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McDonald's Responds to Critics with Pork-Raising Move

Posted by Dale Buss on February 14, 2012 04:01 PM

McDonald's is taking another step to mollify critics as it agrees to push its pork suppliers to stop confining sows in small pens. These "gestation stalls," as explained above, are "not a sustainable production system," the chain said, and there are alternatives that "are better for the welfare of sows."

The move is the latest by McDonald's to engage some of its many critics, demonstrate concern about issues such as animal welfare where it's deemed possible for the business, and make some changes. Recently, for example, McDonald's decided to stop using ammonium hydroxide in its burgers after celebrity chef Jamie Oliver criticized the use of the filler ingredient as "not fit for a dog."

McDonald's announced its move in conjunction with the Humane Society of the U.S. The stalls confine adult female hogs whose offspring are raised and slaughtered for bacon and sausage, giving the sows enough room only to stand up and sit down. They're among the practices criticized by Chipotle on Sunday in its lengthy ad during the Grammy music awards.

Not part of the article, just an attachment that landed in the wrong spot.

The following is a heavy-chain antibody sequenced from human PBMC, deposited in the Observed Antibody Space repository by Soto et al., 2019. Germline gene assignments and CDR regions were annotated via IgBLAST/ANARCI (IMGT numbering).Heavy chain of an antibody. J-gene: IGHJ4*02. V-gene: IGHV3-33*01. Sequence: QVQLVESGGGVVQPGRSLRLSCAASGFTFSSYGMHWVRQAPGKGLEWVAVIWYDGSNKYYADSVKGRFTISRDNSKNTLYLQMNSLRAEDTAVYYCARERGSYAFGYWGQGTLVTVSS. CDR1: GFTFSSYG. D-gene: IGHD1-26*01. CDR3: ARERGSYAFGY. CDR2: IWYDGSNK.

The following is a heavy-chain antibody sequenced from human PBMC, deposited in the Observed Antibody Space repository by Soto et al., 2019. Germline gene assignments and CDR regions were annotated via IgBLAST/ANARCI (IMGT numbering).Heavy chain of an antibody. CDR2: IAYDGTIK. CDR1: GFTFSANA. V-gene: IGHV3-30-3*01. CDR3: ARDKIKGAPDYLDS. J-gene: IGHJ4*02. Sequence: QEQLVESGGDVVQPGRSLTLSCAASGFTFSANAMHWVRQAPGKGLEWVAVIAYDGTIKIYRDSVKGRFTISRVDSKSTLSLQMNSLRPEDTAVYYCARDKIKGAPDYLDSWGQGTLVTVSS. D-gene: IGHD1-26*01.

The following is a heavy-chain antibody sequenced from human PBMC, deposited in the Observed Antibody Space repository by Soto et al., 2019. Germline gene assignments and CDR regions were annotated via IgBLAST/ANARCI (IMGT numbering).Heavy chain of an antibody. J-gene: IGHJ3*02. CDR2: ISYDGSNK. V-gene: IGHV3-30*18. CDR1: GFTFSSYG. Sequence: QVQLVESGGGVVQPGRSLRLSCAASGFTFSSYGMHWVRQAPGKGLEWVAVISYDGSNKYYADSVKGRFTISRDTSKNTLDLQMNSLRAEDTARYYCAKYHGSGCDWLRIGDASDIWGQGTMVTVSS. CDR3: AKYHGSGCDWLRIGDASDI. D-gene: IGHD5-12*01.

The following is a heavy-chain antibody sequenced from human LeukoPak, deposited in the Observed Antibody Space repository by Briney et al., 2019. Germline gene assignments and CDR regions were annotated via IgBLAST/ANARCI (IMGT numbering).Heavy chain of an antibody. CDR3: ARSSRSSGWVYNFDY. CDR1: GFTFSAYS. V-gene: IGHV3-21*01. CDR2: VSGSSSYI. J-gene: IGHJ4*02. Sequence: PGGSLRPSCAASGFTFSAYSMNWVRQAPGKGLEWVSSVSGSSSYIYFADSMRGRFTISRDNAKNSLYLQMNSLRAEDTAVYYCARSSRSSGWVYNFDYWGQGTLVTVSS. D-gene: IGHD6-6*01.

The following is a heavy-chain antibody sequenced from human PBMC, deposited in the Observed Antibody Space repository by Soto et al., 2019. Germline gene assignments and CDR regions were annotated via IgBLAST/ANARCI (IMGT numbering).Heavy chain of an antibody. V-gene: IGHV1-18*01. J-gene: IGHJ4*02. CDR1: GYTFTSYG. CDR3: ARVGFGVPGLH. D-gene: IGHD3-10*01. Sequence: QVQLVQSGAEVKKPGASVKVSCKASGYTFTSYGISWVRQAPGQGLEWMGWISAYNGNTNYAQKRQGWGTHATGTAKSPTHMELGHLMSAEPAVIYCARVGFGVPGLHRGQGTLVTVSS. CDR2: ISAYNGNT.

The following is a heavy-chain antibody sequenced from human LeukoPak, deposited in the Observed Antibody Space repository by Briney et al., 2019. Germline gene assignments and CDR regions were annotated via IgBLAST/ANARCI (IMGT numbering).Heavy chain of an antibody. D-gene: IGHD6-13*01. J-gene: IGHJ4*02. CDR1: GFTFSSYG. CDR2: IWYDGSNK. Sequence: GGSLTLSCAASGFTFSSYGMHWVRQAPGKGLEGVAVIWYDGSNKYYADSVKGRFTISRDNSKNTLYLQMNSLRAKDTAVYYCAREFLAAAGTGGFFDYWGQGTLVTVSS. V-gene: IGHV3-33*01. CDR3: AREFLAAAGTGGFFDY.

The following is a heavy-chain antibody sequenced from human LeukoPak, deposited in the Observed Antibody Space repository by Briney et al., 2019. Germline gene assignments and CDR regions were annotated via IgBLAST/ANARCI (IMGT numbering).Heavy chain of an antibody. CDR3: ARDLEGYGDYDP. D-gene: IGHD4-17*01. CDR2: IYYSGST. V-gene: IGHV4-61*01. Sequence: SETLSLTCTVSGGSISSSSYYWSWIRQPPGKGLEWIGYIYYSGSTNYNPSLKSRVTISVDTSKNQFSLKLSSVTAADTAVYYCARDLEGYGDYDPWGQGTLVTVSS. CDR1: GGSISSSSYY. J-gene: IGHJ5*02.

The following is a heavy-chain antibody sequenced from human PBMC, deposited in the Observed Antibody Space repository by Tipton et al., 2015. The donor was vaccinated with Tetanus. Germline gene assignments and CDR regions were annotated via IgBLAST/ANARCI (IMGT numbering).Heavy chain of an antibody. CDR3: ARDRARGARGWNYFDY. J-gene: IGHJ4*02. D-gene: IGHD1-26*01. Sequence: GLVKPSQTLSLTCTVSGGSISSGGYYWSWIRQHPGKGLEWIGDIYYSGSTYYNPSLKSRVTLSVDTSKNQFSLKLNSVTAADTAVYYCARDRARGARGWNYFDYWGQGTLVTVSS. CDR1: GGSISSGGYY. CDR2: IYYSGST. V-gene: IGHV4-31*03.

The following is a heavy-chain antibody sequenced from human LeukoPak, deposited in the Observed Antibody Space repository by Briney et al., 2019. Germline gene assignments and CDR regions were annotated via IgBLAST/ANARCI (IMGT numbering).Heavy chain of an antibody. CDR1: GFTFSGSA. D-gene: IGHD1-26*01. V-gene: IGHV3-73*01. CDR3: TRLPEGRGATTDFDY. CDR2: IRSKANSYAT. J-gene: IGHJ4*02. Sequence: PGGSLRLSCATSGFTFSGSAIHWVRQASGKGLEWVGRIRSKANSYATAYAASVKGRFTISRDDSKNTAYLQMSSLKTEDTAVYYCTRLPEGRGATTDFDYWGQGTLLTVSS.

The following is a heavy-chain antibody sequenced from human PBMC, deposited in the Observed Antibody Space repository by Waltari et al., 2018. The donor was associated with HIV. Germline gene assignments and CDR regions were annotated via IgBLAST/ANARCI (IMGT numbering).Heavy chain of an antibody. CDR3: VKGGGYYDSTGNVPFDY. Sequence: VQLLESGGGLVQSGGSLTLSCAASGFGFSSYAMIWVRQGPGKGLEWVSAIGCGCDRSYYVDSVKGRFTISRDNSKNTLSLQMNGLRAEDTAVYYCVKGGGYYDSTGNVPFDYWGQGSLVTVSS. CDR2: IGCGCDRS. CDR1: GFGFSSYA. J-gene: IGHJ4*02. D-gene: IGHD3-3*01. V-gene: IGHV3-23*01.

McDonald's, which owned Chipotle until several years ago, said it had been considering demanding the removal of gestation crates for years.

But clearly McDonald's is turning a more open ear toward its critics even as its sales have continued to be robust. Most markedly, the chain has been opening itself to the nutritional critiques of "mommy bloggers" and other mothers whose views it monitors and solicits. Last year's decision to boost the nutritional profile of the Happy Meal, a change that is being rolled out now, was in large part the result of a deeper dialogue with such mothers.

And McDonald's is intensifying its strategy of creating two-way, sustained communications with parents around the globe that has evolved rapidly as the issue of kids' obesity grows and as social media burgeon.

Interestingly, the chain also now is considering expanding this kind of "dialoguing" strategy. This year, it may approach some critics in the nutritional, academic and regulatory communities about such a step, Heather Oldani, McDonald's director of external communications, told brandchannel.

"We've maybe not done as good a job as we should have done sharing where we're at with them, and our evolution, and getting their thoughts and having a dialogue," she said. So McDonald's move on porcine processing could be part of making a silk purse out of a sow's ear — and of being more responsive and transparent.

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